Modulating Charge Patterning and Ionic Strength as a Strategy to induce Conformational Changes in Intrinsically Disordered Proteins

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College of Natual Science and Mathematics, Physics and Astronomy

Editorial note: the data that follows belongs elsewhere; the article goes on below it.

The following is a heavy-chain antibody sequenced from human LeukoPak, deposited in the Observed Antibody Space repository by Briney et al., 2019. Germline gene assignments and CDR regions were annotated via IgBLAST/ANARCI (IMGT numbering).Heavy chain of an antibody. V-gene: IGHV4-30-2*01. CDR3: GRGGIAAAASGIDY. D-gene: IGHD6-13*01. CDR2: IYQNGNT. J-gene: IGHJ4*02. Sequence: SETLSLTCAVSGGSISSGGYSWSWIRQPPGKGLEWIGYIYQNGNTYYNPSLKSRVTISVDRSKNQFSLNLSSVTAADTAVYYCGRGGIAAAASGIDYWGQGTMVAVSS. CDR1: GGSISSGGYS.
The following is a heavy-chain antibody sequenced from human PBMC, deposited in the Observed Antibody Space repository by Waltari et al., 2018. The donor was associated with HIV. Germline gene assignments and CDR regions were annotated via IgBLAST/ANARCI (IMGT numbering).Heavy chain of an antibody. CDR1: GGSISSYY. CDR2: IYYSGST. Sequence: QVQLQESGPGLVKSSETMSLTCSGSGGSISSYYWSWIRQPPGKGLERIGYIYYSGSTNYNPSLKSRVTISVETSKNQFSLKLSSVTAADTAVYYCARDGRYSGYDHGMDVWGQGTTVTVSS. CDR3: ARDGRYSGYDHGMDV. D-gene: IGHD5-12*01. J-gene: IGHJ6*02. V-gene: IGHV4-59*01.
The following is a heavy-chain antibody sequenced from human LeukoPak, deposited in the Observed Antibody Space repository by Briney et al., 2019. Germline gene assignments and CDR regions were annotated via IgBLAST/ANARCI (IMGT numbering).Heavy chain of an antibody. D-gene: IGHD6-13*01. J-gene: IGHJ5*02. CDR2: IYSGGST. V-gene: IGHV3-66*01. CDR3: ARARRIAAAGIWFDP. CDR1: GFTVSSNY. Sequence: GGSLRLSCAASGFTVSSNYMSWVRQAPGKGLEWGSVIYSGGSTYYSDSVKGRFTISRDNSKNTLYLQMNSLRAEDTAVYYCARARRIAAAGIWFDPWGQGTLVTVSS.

We present an analytical theory to describe conformational changes as a function of salt for polymers with a given sequence of charges. We apply this model to describe Intrinsically Disordered Proteins (IDPs) by explicitly accounting for charged residues and their exact placement in the primary sequence while approximating the effect of non-electrostatic interactions at a mean-field level by effective short-range (two body and three-body) interaction parameters. The effect of ions is introduced by treating electrostatic interactions within Debye-Huckle approximation. Using typical values of the short-range mean-field parameters derived from all-atom Monte Carlo simulations (at zero salt), we predict the conformational changes as a function of salt concentration. We notice that conformational transitions in response to changes in ionic strength strongly depend on sequence specific charge patterning. For example, globule to coil transition can be observed upon increasing salt concentration, in stark contrast to uniformly charged polyelectrolyte theories based on net charge only. In addition, it is possible to observe non-monotonic behavior with salt as well. Drastic differences in salt-induced conformational transitions is also evident between two doubly phosphorylated sequences—derived from the same wild type sequence—that only differ in the site of phosphorylation. Similar effects are also predicted between two sequences derived from the same parent sequence differing by a single site mutation where a negative charge is replaced by a positive charge. These effects are purely a result of charge decoration and can only be understood in terms of metrics based on specific placement of charges, and cannot be explained by models based on charge composition alone. Identifying sequences and hot spots within sequences—for post translational modification or charge mutation—using our high-throughput theory will yield fundamental insights into design and biological regulation mediated by phosphorylation and/or local changes in salt concentration.

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